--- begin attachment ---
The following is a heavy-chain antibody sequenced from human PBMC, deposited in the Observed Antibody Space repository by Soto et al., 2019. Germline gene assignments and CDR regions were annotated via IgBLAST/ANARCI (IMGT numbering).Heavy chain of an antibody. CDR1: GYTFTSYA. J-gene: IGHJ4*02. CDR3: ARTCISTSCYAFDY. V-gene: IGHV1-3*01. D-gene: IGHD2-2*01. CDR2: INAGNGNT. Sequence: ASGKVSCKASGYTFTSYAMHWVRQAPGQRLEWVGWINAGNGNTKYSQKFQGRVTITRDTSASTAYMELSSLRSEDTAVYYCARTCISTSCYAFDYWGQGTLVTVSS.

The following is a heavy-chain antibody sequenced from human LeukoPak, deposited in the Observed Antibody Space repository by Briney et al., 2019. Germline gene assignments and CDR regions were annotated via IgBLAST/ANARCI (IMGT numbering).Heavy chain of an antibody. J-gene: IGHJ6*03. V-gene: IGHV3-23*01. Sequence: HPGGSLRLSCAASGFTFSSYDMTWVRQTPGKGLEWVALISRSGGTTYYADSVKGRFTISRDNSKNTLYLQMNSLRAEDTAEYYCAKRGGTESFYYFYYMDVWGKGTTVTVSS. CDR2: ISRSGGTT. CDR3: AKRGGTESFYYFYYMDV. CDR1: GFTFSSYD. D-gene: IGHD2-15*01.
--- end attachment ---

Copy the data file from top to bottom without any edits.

The following is a heavy-chain antibody sequenced from human PBMC, deposited in the Observed Antibody Space repository by Soto et al., 2019. Germline gene assignments and CDR regions were annotated via IgBLAST/ANARCI (IMGT numbering).Heavy chain of an antibody. CDR1: GYTFTSYA. J-gene: IGHJ4*02. CDR3: ARTCISTSCYAFDY. V-gene: IGHV1-3*01. D-gene: IGHD2-2*01. CDR2: INAGNGNT. Sequence: ASGKVSCKASGYTFTSYAMHWVRQAPGQRLEWVGWINAGNGNTKYSQKFQGRVTITRDTSASTAYMELSSLRSEDTAVYYCARTCISTSCYAFDYWGQGTLVTVSS.

The following is a heavy-chain antibody sequenced from human LeukoPak, deposited in the Observed Antibody Space repository by Briney et al., 2019. Germline gene assignments and CDR regions were annotated via IgBLAST/ANARCI (IMGT numbering).Heavy chain of an antibody. J-gene: IGHJ6*03. V-gene: IGHV3-23*01. Sequence: HPGGSLRLSCAASGFTFSSYDMTWVRQTPGKGLEWVALISRSGGTTYYADSVKGRFTISRDNSKNTLYLQMNSLRAEDTAEYYCAKRGGTESFYYFYYMDVWGKGTTVTVSS. CDR2: ISRSGGTT. CDR3: AKRGGTESFYYFYYMDV. CDR1: GFTFSSYD. D-gene: IGHD2-15*01.